To be successful at innovation, both public and private sectors must strategize to develop and adopt innovative new tools and approaches to healthcare delivery, and market these innovations around the world. Jurisdictions should create a multi-lateral task force that would include broad industry representation (e.g. ITAC) to consider possible processes and techniques to enable joint contribution to innovation within the real world in which we currently operate.

Recommendations

In view of the foregoing, ITAC Health recommends that industry and government:

  1. Take concrete measurable steps to reinforce dependencies and actions between the public and private sectors to accelerate the adoption of emerging digital technologies. Public sector discussions and decisions on this topic should have advisory panels and consultations between all stakeholders, including vendors.
  2. Provide incentives and encourage the vendor community to share information and not hoard it for competitive use. The private sector must step up to this commitment to sharing.
  3. Make long term commitments to annual funding of digital health. Start by requiring reporting and tracking of commitments and expenditures as a measure of investment in our collective future.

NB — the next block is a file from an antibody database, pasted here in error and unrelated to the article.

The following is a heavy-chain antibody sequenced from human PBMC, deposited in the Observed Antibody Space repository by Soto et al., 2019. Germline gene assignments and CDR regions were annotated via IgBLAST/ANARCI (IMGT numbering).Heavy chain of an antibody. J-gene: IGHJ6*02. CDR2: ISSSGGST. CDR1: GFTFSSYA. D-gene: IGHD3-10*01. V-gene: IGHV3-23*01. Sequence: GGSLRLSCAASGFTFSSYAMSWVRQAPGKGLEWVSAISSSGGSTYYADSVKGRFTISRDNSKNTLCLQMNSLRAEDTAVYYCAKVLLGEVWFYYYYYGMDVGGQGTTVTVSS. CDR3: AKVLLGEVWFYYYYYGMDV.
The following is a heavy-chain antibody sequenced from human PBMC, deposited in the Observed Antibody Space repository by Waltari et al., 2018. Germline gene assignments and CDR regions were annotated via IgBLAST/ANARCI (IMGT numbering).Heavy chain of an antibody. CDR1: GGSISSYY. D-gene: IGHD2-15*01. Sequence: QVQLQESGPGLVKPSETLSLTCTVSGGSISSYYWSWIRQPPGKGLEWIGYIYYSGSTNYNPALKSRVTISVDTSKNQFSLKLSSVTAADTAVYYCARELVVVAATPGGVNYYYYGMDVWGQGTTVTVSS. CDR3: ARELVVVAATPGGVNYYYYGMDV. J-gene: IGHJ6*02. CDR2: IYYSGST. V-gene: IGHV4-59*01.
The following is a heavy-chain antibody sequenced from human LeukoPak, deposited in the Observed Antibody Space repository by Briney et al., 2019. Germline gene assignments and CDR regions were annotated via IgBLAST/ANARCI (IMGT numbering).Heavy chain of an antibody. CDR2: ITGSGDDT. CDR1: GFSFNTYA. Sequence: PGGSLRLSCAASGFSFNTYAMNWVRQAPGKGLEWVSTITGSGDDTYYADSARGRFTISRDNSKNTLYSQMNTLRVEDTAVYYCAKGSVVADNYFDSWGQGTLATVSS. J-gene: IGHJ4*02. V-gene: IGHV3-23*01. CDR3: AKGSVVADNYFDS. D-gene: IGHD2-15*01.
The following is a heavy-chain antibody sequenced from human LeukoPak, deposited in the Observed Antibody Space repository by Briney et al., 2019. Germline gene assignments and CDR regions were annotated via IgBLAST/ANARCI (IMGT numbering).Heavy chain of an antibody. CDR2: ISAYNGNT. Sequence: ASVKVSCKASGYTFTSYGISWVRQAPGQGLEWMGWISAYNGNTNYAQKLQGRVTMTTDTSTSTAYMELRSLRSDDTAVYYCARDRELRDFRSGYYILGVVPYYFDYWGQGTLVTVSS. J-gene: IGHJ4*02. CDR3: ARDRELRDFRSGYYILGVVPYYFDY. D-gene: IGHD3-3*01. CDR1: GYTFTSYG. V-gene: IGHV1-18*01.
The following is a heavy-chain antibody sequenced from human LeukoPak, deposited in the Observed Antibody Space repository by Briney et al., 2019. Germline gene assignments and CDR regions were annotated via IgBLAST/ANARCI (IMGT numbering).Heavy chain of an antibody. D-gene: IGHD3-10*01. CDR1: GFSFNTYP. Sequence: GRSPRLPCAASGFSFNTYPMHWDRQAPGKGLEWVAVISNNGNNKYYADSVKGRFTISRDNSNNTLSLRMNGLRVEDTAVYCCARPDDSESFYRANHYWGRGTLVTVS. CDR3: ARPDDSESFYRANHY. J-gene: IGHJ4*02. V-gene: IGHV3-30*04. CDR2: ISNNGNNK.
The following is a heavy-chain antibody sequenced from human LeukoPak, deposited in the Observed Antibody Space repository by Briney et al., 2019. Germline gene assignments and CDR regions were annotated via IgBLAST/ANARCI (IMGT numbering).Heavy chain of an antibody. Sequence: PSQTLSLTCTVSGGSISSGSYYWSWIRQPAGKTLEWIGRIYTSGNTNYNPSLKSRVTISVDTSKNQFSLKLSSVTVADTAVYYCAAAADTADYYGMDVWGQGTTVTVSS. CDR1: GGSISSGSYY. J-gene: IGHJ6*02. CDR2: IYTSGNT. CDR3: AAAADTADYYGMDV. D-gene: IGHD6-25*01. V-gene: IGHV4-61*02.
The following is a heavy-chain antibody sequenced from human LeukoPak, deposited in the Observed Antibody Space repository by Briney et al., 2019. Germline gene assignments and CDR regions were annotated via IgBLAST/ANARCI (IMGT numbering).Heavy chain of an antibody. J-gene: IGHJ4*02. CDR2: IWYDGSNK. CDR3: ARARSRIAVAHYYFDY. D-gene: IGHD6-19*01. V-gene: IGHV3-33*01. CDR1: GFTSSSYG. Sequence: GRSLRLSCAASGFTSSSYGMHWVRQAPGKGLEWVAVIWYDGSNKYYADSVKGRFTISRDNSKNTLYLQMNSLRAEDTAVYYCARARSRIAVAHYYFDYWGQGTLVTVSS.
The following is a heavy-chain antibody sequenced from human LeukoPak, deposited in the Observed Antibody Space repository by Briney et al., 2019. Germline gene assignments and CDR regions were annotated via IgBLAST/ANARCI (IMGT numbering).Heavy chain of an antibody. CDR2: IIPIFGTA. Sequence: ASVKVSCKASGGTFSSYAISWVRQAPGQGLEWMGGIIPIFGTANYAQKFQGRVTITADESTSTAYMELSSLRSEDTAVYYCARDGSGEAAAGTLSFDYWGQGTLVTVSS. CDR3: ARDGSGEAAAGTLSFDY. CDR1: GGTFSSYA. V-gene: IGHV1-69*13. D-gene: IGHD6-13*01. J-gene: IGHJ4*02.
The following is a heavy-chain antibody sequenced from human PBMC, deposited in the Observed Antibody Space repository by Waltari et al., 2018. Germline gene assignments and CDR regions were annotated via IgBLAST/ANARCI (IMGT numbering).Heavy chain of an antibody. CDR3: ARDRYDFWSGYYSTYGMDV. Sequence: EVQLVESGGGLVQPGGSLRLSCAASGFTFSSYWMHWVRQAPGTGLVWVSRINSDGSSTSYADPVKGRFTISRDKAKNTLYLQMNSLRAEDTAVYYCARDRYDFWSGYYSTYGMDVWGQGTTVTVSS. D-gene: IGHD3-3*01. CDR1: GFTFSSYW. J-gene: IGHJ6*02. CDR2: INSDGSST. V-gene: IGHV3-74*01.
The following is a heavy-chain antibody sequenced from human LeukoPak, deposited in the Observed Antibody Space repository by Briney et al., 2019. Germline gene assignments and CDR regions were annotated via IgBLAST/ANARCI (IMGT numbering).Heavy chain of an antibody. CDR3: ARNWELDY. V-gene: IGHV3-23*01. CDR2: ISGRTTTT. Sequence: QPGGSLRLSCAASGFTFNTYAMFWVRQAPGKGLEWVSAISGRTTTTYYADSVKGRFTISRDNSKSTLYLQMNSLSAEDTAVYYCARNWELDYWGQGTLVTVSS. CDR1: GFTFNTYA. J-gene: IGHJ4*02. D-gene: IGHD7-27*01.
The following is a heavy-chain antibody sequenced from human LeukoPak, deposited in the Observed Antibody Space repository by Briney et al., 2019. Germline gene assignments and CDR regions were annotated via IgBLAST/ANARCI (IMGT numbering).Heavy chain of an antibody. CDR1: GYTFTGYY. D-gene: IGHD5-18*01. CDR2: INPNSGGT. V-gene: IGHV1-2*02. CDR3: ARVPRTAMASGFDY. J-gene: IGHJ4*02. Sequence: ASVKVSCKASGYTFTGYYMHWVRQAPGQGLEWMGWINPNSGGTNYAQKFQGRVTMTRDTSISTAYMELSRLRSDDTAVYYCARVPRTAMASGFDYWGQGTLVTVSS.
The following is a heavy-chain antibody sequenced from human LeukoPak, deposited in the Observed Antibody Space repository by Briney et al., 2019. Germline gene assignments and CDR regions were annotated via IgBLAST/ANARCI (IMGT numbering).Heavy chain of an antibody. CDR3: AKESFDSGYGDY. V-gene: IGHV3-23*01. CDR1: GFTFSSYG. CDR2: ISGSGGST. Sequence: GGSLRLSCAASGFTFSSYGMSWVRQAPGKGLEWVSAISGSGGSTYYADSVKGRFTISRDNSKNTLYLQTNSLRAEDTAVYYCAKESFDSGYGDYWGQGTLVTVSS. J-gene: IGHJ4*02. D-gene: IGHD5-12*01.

4. Invest in standardizing efficient and effective public procurement practices and mechanisms for engagement between the public and private sectors to manage timelines and costs of procurement. Consider how procurement risk can be transferred to the private sector to speed up the process.
  5. Jointly encourage models of ICT investment, deployment and operation that bring the public and private sectors, large and small corporations, and academia together to grow the labour force and advance the skills needed to successfully implement digital health technologies.
  6. Aggressively push solutions between and across provinces to gain experience and lessons at scale. Pursue tools and processes to safely liberate patient data, enabling access to public patient data sets and solutions for use in a managed way by the private sector, to fuel growth and innovation.
  7. Invest in national privacy and security standards and practices to reduce risk and friction. Our patchworkof provincial and federal laws and policies are outdated and hinder scale and national initiatives.
  8. Ensure that sufficient broadband capacity exists equally in all areas of the country to support the new digital economy for all Canadians.